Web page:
Technical analysis is the process of predicting the next move in a financial instrument based on price history and volume statistics. Different forecasting models based on price transformations are used in this method. Prices are forecasted using a variety of technical indicators, including supply and demand in the market. For technical analysis, there are hundreds of tools and millions of methods to choose from. While technical analysis is useful in predicting the future direction of commodity markets, it does not work on its own. There are numerous other factors to consider when evaluating commodity markets.
Identifying the market trend is the first step in technical analysis. The market may be trending up, down, or sideways. Uptrend markets are those that are trending upwards. Downtrend markets are those that are trending to the downside. Markets that fluctuate in between certain ranges are known as sideways markets. Short-term trend, medium-term trend, and long-term trend are the three types of market trends. Based on historical data statistics, each market is assigned its own trend period. The short-term trend in gold is 17 to 29 days, the medium-term trend is 20-30 weeks, and the long-term trend is 84-120 months. The period of trend may be different which is calculated using gold cyclical analysis.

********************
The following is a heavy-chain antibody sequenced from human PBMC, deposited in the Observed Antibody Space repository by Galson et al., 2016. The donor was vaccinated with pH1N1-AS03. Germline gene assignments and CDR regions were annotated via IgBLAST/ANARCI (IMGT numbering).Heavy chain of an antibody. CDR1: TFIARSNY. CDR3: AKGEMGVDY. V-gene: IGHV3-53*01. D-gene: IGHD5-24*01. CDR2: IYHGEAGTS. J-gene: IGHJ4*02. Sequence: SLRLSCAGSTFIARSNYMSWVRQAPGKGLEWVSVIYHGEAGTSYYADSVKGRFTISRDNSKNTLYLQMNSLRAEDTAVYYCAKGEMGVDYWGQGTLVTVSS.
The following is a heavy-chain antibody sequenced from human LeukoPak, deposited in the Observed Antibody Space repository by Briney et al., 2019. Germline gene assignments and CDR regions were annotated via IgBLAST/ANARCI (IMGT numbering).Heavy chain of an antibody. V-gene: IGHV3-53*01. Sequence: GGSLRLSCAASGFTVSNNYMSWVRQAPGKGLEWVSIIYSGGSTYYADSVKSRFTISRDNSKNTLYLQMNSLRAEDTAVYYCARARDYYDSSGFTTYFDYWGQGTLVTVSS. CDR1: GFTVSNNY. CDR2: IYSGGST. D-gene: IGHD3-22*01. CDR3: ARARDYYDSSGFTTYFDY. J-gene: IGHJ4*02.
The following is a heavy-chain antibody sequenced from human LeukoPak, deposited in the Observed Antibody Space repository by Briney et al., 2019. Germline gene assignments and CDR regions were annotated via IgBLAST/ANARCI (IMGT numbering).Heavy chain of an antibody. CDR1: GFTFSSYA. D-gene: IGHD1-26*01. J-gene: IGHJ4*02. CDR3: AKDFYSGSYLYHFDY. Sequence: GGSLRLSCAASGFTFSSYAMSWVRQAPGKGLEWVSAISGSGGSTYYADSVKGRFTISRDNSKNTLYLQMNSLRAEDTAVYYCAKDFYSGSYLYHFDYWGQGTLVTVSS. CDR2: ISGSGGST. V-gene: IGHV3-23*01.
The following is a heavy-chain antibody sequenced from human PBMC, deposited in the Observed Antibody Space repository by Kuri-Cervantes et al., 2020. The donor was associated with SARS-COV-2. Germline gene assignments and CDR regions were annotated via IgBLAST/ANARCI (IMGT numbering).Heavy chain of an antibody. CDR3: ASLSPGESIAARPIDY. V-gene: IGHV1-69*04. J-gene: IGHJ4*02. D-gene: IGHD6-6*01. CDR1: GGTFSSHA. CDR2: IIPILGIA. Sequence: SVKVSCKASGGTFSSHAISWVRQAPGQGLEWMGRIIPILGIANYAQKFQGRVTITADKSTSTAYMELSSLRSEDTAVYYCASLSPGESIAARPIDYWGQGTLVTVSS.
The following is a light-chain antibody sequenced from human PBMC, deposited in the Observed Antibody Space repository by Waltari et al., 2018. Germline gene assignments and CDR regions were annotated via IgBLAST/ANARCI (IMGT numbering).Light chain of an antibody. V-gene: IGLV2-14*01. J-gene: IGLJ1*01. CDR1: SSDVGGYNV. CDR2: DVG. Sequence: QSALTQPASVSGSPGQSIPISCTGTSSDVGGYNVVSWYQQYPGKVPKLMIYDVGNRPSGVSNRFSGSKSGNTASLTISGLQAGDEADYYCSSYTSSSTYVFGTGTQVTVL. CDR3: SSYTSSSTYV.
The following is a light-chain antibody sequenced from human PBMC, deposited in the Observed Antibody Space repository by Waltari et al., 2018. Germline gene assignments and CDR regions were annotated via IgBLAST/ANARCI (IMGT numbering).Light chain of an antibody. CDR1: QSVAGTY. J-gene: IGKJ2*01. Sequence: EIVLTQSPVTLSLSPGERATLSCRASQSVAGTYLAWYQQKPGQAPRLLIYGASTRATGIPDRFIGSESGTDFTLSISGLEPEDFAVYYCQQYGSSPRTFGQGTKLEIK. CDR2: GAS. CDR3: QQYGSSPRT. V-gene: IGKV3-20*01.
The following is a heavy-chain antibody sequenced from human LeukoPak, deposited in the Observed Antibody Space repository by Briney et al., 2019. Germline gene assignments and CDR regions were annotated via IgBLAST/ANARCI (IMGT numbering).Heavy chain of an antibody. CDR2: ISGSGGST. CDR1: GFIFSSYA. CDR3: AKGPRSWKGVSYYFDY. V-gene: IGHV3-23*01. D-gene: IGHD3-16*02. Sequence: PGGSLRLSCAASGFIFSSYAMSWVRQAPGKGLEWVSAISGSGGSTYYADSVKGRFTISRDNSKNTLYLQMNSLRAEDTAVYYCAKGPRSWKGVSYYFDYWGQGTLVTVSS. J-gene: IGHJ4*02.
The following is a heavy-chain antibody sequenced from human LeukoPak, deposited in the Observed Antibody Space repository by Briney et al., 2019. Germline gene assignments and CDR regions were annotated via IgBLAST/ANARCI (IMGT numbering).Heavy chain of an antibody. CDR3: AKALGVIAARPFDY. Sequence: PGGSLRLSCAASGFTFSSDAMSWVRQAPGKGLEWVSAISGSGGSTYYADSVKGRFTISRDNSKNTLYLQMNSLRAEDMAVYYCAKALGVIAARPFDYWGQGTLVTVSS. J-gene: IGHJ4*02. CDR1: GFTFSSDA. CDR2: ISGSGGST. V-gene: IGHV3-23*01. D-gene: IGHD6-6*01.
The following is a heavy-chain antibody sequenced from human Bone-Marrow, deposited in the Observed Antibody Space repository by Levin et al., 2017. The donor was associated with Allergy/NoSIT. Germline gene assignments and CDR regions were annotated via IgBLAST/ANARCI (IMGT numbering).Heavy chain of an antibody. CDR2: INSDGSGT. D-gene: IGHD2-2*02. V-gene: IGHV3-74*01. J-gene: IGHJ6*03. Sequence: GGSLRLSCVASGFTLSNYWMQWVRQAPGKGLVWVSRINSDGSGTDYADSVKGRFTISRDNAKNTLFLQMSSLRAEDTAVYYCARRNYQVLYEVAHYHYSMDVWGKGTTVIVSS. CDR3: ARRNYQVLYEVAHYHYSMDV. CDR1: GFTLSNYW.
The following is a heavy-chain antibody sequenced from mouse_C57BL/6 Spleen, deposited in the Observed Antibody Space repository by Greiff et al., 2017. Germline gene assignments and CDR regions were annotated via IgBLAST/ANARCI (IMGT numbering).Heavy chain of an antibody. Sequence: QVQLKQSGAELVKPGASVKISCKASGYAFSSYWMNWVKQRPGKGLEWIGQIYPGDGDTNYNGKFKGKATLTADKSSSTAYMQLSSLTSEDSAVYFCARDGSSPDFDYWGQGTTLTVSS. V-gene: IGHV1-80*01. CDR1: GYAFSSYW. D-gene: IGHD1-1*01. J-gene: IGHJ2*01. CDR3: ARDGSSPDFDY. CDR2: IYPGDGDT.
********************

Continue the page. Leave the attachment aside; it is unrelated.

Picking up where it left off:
The identification of the market phase is the next step in technical analysis. Market phase identification is a difficult task that is critical for assessing price movements. Market phases are different in bull and bear markets.
The Accumulation Phase
The accumulation phase is the start of the bull phase. Investors begin to add new trade entries to their portfolio during this phase. price is at its most appealing levels at this point, and the level marks the end of the downtrend. Those who invest during this stage take on the least risk. Because this is the end of the downtrend, a lot of fake moves can be dangerous. This phase is the most difficult to spot in a Bull Market. During this phase, the price will fluctuate between certain ranges as it transitions from a bearish to an upward trend. During this phase, the selling pressure begins to fade.
Public Participation Phase